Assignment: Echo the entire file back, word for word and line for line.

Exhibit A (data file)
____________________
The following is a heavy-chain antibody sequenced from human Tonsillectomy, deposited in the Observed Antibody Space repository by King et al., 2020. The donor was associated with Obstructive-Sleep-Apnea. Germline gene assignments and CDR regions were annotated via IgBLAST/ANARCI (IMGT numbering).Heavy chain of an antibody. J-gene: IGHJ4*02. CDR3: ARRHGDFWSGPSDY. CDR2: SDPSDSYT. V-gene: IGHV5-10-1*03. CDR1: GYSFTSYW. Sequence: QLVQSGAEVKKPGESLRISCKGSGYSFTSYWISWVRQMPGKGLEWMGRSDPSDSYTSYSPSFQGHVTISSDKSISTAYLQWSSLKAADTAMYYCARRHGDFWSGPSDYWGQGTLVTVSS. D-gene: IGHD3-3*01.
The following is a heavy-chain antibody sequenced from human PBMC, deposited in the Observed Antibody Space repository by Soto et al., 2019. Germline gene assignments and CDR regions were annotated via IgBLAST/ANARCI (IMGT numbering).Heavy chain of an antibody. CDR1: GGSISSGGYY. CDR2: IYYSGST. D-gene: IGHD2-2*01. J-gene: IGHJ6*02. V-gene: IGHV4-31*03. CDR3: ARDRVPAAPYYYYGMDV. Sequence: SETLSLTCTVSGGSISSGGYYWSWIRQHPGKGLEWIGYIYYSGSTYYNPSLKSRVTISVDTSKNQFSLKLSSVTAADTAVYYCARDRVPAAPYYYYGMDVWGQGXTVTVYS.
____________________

The following is a heavy-chain antibody sequenced from human Tonsillectomy, deposited in the Observed Antibody Space repository by King et al., 2020. The donor was associated with Obstructive-Sleep-Apnea. Germline gene assignments and CDR regions were annotated via IgBLAST/ANARCI (IMGT numbering).Heavy chain of an antibody. J-gene: IGHJ4*02. CDR3: ARRHGDFWSGPSDY. CDR2: SDPSDSYT. V-gene: IGHV5-10-1*03. CDR1: GYSFTSYW. Sequence: QLVQSGAEVKKPGESLRISCKGSGYSFTSYWISWVRQMPGKGLEWMGRSDPSDSYTSYSPSFQGHVTISSDKSISTAYLQWSSLKAADTAMYYCARRHGDFWSGPSDYWGQGTLVTVSS. D-gene: IGHD3-3*01.
The following is a heavy-chain antibody sequenced from human PBMC, deposited in the Observed Antibody Space repository by Soto et al., 2019. Germline gene assignments and CDR regions were annotated via IgBLAST/ANARCI (IMGT numbering).Heavy chain of an antibody. CDR1: GGSISSGGYY. CDR2: IYYSGST. D-gene: IGHD2-2*01. J-gene: IGHJ6*02. V-gene: IGHV4-31*03. CDR3: ARDRVPAAPYYYYGMDV. Sequence: SETLSLTCTVSGGSISSGGYYWSWIRQHPGKGLEWIGYIYYSGSTYYNPSLKSRVTISVDTSKNQFSLKLSSVTAADTAVYYCARDRVPAAPYYYYGMDVWGQGXTVTVYS.